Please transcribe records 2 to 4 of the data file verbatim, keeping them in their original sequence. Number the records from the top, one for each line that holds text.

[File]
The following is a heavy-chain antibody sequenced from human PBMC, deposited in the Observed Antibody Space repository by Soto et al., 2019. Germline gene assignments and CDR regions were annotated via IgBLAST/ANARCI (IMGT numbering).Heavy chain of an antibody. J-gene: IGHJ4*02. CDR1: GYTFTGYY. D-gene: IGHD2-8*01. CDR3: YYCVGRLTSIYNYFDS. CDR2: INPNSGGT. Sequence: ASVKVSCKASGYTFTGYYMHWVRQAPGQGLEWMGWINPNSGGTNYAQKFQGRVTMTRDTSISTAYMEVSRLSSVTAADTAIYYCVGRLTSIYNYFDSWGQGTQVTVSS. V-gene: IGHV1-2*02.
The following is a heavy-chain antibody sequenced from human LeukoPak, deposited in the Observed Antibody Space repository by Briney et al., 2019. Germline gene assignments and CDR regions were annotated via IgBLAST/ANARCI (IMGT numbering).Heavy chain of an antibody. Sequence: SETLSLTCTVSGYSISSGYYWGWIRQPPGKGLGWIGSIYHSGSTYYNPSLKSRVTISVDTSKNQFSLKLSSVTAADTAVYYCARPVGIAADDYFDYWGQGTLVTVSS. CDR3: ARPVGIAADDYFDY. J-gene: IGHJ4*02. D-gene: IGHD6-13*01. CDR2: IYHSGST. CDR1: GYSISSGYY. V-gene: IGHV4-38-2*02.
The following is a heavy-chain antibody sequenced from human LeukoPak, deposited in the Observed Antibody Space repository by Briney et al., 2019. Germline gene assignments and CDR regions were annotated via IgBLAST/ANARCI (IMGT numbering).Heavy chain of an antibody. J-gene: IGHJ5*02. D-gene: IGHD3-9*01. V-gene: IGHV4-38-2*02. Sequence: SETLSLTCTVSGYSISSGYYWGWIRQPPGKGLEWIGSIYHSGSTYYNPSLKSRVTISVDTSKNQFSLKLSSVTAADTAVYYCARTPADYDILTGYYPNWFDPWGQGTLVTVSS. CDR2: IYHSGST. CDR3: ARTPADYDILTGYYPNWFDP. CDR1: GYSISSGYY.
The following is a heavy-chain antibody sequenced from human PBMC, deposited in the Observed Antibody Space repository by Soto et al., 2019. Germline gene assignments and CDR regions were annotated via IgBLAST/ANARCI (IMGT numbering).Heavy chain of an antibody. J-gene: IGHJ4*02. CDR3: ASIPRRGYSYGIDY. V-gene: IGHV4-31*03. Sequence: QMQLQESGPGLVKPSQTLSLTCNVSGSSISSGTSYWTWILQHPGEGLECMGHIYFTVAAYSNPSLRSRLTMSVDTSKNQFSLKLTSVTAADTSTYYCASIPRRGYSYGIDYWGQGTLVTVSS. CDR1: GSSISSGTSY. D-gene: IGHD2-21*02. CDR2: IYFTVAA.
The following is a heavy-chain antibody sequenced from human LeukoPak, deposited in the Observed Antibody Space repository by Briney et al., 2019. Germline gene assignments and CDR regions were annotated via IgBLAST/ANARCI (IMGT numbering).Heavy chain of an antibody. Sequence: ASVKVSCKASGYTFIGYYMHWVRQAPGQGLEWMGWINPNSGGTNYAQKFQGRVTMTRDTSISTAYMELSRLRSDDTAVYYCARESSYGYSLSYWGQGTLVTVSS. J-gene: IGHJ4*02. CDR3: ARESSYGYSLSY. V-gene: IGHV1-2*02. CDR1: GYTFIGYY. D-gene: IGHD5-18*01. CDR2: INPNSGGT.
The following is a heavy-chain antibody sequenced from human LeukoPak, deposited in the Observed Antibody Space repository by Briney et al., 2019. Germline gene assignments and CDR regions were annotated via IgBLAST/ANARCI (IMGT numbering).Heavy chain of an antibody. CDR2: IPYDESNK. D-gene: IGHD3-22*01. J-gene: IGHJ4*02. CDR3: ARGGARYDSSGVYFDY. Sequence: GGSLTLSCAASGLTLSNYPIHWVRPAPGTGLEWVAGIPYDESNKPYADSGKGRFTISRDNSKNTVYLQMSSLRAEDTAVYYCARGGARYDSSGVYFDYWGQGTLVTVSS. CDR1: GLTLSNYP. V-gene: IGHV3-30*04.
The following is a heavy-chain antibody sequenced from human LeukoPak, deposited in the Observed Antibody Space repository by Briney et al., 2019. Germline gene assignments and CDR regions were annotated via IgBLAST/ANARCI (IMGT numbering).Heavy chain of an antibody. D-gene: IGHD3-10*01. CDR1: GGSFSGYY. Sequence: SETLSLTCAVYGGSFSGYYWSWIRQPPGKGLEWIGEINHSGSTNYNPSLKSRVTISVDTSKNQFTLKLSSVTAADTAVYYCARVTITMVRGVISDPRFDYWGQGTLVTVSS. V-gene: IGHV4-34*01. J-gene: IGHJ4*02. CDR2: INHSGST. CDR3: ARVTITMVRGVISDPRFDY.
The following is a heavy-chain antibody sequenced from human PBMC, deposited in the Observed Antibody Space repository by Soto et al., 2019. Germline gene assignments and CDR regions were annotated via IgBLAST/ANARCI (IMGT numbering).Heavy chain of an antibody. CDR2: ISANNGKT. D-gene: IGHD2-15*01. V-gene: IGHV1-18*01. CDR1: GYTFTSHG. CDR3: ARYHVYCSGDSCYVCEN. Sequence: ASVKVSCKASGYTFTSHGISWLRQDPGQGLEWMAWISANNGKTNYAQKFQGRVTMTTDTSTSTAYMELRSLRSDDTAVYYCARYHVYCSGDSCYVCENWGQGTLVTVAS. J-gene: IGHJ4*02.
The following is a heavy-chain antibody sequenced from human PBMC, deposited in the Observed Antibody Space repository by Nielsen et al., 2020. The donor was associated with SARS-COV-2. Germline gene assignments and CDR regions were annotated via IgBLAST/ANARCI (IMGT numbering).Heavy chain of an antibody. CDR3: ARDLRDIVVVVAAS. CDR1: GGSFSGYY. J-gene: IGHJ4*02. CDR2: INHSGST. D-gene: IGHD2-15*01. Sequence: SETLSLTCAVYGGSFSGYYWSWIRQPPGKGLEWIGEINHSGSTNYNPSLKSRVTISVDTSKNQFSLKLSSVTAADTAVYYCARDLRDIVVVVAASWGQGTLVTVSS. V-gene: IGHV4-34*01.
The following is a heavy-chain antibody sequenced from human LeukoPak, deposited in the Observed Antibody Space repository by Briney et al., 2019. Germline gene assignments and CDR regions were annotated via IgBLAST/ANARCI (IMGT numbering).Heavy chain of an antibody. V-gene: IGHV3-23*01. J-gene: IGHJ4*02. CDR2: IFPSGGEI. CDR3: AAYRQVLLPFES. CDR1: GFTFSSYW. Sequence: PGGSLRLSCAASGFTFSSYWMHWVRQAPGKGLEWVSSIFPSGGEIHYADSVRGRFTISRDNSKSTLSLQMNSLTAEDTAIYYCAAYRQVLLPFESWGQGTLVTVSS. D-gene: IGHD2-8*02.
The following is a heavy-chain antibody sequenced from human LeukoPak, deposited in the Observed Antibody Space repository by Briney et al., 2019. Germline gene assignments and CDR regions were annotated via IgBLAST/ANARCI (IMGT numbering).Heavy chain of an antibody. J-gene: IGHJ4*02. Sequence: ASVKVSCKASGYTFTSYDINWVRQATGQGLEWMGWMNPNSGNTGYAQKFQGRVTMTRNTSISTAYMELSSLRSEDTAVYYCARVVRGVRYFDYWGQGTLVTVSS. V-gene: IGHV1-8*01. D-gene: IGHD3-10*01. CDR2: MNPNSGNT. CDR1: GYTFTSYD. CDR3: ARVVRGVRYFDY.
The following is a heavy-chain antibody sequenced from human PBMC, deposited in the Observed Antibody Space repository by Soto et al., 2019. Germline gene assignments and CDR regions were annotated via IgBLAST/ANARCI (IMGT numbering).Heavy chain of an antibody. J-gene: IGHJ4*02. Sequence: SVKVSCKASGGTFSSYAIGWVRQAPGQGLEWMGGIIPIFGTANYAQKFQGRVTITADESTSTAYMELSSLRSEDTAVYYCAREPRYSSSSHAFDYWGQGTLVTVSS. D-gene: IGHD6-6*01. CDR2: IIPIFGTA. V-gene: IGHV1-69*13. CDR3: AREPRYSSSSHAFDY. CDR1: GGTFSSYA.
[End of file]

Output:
The following is a heavy-chain antibody sequenced from human LeukoPak, deposited in the Observed Antibody Space repository by Briney et al., 2019. Germline gene assignments and CDR regions were annotated via IgBLAST/ANARCI (IMGT numbering).Heavy chain of an antibody. Sequence: SETLSLTCTVSGYSISSGYYWGWIRQPPGKGLGWIGSIYHSGSTYYNPSLKSRVTISVDTSKNQFSLKLSSVTAADTAVYYCARPVGIAADDYFDYWGQGTLVTVSS. CDR3: ARPVGIAADDYFDY. J-gene: IGHJ4*02. D-gene: IGHD6-13*01. CDR2: IYHSGST. CDR1: GYSISSGYY. V-gene: IGHV4-38-2*02.
The following is a heavy-chain antibody sequenced from human LeukoPak, deposited in the Observed Antibody Space repository by Briney et al., 2019. Germline gene assignments and CDR regions were annotated via IgBLAST/ANARCI (IMGT numbering).Heavy chain of an antibody. J-gene: IGHJ5*02. D-gene: IGHD3-9*01. V-gene: IGHV4-38-2*02. Sequence: SETLSLTCTVSGYSISSGYYWGWIRQPPGKGLEWIGSIYHSGSTYYNPSLKSRVTISVDTSKNQFSLKLSSVTAADTAVYYCARTPADYDILTGYYPNWFDPWGQGTLVTVSS. CDR2: IYHSGST. CDR3: ARTPADYDILTGYYPNWFDP. CDR1: GYSISSGYY.
The following is a heavy-chain antibody sequenced from human PBMC, deposited in the Observed Antibody Space repository by Soto et al., 2019. Germline gene assignments and CDR regions were annotated via IgBLAST/ANARCI (IMGT numbering).Heavy chain of an antibody. J-gene: IGHJ4*02. CDR3: ASIPRRGYSYGIDY. V-gene: IGHV4-31*03. Sequence: QMQLQESGPGLVKPSQTLSLTCNVSGSSISSGTSYWTWILQHPGEGLECMGHIYFTVAAYSNPSLRSRLTMSVDTSKNQFSLKLTSVTAADTSTYYCASIPRRGYSYGIDYWGQGTLVTVSS. CDR1: GSSISSGTSY. D-gene: IGHD2-21*02. CDR2: IYFTVAA.